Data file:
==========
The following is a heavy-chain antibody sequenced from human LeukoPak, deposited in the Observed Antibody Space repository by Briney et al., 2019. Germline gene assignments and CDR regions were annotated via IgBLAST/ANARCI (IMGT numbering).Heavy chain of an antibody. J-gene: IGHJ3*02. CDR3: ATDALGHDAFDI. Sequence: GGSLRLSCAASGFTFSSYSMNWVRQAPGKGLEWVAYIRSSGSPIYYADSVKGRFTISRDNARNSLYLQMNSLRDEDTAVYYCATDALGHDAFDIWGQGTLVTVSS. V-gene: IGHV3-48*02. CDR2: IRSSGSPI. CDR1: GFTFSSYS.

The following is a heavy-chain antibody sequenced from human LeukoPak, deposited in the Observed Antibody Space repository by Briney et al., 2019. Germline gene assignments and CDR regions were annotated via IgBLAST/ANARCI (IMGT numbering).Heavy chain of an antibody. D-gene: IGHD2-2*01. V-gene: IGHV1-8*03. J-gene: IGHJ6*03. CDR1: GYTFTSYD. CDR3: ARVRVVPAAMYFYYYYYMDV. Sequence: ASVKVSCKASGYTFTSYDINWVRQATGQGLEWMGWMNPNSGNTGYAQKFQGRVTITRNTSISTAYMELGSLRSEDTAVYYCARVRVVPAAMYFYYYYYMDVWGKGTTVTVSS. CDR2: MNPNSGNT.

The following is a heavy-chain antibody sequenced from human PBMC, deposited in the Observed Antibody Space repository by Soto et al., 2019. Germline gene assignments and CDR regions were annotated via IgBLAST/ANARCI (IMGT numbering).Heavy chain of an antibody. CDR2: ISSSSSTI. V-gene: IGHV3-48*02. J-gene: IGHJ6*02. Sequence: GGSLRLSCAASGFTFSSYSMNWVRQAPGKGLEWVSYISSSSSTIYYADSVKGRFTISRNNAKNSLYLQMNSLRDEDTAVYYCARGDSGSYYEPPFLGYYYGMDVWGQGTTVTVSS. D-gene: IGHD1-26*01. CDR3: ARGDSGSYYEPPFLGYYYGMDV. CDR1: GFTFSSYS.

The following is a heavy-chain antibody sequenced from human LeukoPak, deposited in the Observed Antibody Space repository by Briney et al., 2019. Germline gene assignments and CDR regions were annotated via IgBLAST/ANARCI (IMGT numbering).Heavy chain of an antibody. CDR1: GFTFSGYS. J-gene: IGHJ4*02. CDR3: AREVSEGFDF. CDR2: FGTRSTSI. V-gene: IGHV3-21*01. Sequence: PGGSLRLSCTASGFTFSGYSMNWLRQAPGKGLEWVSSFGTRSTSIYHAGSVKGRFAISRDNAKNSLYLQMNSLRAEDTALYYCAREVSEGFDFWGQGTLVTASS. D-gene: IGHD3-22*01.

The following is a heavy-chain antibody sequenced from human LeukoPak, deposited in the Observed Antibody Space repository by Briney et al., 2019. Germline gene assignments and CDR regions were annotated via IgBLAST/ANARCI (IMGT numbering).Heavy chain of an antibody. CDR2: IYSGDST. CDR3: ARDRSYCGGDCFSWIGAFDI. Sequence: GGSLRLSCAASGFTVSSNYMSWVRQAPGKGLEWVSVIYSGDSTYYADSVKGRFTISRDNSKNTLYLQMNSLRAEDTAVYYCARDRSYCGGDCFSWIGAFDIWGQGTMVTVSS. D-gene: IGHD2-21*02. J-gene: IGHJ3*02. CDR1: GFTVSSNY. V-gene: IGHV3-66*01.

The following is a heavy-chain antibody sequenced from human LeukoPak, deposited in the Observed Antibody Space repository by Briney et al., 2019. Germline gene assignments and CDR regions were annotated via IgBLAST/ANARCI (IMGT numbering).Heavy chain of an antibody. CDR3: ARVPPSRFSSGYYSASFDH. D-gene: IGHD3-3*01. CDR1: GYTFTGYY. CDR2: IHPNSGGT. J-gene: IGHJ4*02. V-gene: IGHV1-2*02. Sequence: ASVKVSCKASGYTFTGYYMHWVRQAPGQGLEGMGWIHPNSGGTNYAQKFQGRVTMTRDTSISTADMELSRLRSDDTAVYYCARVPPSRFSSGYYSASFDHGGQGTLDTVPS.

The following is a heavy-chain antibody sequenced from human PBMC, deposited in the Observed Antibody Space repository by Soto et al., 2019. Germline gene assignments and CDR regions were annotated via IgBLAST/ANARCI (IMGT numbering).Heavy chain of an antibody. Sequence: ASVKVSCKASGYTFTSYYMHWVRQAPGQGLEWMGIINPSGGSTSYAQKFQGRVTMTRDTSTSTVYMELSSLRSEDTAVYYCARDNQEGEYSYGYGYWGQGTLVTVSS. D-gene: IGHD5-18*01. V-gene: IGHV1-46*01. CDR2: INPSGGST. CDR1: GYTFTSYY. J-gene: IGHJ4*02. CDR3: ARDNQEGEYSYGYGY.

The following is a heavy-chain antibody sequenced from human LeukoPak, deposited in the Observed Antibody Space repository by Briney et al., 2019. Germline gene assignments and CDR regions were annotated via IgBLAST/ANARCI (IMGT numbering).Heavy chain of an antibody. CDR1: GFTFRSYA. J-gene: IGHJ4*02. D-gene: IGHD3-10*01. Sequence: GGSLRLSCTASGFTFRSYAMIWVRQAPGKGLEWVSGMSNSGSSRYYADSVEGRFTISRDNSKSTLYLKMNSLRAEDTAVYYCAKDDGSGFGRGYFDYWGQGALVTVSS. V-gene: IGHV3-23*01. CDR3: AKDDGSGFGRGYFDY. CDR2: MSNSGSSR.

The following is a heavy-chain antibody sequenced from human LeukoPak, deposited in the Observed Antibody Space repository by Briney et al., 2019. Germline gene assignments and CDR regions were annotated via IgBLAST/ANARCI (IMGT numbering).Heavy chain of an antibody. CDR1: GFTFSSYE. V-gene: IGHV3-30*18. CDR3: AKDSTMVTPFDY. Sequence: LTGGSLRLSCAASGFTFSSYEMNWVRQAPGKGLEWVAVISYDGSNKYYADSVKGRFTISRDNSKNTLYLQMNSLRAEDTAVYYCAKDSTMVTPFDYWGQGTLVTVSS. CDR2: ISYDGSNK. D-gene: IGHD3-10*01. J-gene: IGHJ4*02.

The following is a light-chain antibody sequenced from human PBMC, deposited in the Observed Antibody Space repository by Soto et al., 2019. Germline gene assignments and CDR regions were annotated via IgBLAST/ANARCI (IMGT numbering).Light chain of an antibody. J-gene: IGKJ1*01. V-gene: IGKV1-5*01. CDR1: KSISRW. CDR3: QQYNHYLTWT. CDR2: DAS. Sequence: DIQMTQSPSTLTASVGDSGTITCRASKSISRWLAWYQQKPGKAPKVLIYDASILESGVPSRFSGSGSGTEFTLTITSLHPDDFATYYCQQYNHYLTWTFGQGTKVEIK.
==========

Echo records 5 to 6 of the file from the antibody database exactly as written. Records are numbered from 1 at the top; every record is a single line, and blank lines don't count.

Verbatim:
The following is a heavy-chain antibody sequenced from human LeukoPak, deposited in the Observed Antibody Space repository by Briney et al., 2019. Germline gene assignments and CDR regions were annotated via IgBLAST/ANARCI (IMGT numbering).Heavy chain of an antibody. CDR2: IYSGDST. CDR3: ARDRSYCGGDCFSWIGAFDI. Sequence: GGSLRLSCAASGFTVSSNYMSWVRQAPGKGLEWVSVIYSGDSTYYADSVKGRFTISRDNSKNTLYLQMNSLRAEDTAVYYCARDRSYCGGDCFSWIGAFDIWGQGTMVTVSS. D-gene: IGHD2-21*02. J-gene: IGHJ3*02. CDR1: GFTVSSNY. V-gene: IGHV3-66*01.

The following is a heavy-chain antibody sequenced from human LeukoPak, deposited in the Observed Antibody Space repository by Briney et al., 2019. Germline gene assignments and CDR regions were annotated via IgBLAST/ANARCI (IMGT numbering).Heavy chain of an antibody. CDR3: ARVPPSRFSSGYYSASFDH. D-gene: IGHD3-3*01. CDR1: GYTFTGYY. CDR2: IHPNSGGT. J-gene: IGHJ4*02. V-gene: IGHV1-2*02. Sequence: ASVKVSCKASGYTFTGYYMHWVRQAPGQGLEGMGWIHPNSGGTNYAQKFQGRVTMTRDTSISTADMELSRLRSDDTAVYYCARVPPSRFSSGYYSASFDHGGQGTLDTVPS.